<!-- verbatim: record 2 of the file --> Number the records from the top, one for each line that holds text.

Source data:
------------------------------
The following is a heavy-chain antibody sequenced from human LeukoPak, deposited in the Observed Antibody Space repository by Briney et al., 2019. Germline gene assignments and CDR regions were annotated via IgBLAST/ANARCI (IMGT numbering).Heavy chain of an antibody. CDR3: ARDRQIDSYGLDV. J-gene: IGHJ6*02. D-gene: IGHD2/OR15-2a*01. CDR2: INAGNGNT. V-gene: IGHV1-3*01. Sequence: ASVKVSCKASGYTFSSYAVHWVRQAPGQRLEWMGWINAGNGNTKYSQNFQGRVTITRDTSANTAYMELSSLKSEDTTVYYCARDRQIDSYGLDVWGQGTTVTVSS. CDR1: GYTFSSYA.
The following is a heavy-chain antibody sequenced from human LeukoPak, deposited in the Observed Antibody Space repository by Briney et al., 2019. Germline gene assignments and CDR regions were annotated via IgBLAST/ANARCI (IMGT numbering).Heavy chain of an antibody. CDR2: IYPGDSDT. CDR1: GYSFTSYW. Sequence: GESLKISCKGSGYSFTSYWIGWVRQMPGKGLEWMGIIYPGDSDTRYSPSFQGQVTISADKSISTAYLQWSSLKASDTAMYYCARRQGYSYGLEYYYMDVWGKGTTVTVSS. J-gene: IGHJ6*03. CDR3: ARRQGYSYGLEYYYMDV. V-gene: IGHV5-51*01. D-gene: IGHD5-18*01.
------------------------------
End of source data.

The following is a heavy-chain antibody sequenced from human LeukoPak, deposited in the Observed Antibody Space repository by Briney et al., 2019. Germline gene assignments and CDR regions were annotated via IgBLAST/ANARCI (IMGT numbering).Heavy chain of an antibody. CDR2: IYPGDSDT. CDR1: GYSFTSYW. Sequence: GESLKISCKGSGYSFTSYWIGWVRQMPGKGLEWMGIIYPGDSDTRYSPSFQGQVTISADKSISTAYLQWSSLKASDTAMYYCARRQGYSYGLEYYYMDVWGKGTTVTVSS. J-gene: IGHJ6*03. CDR3: ARRQGYSYGLEYYYMDV. V-gene: IGHV5-51*01. D-gene: IGHD5-18*01.